Yes, what you say is true. I read and analyzed that report very closely. It was well written, but it is fatally flawed because the data it relies upon lacks credibility. (1) It relies only on the PSSA scores to measure "academic gains." We all know that those test scores lack basic "validity and reliability" from the outset. Those scores are riddled with error because of the pervasive teaching to the test, teaching the test, coaching during the test, stretching the boundaries of appropriate test administration, and outright cheating on the test. Some have learned how to "game the system." The PSSA tests were the worst standardized tests I have ever been forced to use in my entire career as a "reading diagnostician" and administrator. (2) To reduce the concept of "school climate" to only serious incidents is quite a myopic view of the school climate issues. School Climate issues take on a much greater "depth and breath" than that. Serious incidents have never been reported accurately, and the "threat of punitive measures" including school closings and removal from one's job, exacerbates the problem. When I say, "It is time to be honest," I also mean it is time to be "Intellectually honest."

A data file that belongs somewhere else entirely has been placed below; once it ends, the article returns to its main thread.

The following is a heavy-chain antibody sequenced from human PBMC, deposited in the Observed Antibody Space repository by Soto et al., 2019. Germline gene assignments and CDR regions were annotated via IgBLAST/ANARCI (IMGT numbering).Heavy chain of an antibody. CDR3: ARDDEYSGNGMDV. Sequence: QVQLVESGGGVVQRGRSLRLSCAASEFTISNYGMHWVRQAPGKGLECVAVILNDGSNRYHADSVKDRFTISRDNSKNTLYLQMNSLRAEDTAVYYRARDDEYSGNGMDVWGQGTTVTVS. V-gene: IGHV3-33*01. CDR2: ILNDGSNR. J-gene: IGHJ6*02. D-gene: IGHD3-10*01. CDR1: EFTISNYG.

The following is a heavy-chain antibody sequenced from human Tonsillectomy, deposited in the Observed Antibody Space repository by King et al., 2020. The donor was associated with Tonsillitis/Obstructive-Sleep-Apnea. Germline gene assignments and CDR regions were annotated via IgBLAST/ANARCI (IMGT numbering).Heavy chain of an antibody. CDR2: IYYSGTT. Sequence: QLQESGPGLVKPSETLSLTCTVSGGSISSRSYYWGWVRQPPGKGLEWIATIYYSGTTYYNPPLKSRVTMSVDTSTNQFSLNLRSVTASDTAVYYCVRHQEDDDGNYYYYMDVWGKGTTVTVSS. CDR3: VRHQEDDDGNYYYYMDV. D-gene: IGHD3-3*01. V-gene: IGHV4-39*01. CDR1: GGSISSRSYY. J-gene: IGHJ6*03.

Submitted by Annonym (not verified) on January 3, 2014 8:54 am
Thank you for your comment on school climate. A school may have few "serious incidents" but be chaotic. School climate is much more than how often the cops are called. Those in power like to use simple data - test scores and serious incidents. It is much more complicated to measure the learning / teaching environment. There are schools with good "stats" but the learning environment is very rote, the climate is "mild" because they either cherry pick (e.g. magnets) or they get rid of problems.
Submitted by Joe K. (not verified) on January 3, 2014 3:37 pm
The report isn't worth the paper on which it was written, land of make believe nonsense and all thinking people, know it. The hiding of serious incidents is the most glaring example of its hypocrisy. By the way, the pols know it to be worthless too though those on the take, will scream otherwise. It's just another bunch of charter lies to be ignored and scoffed at.
Submitted by Annonym (not verified) on January 3, 2014 6:21 am
The "churn" created in District schools under Ackerman - and now - Hite is intentional. Neither "Promise Academies" nor "Empowerment Schools" were able to develop consistent plans / programs. Under Ackerman, every year the "Empowerment" model changed from curricula to staffing to "extras." Promise Academies have faced the same realities of constant change and upheaval. The issue of "outsourcing" problem students is well know in Aspira and Mastery. Neighborhood schools do not have this luxury. Neighborhood schools also do not have the huge support staff that run charters.
Submitted by reformer (not verified) on January 3, 2014 7:26 am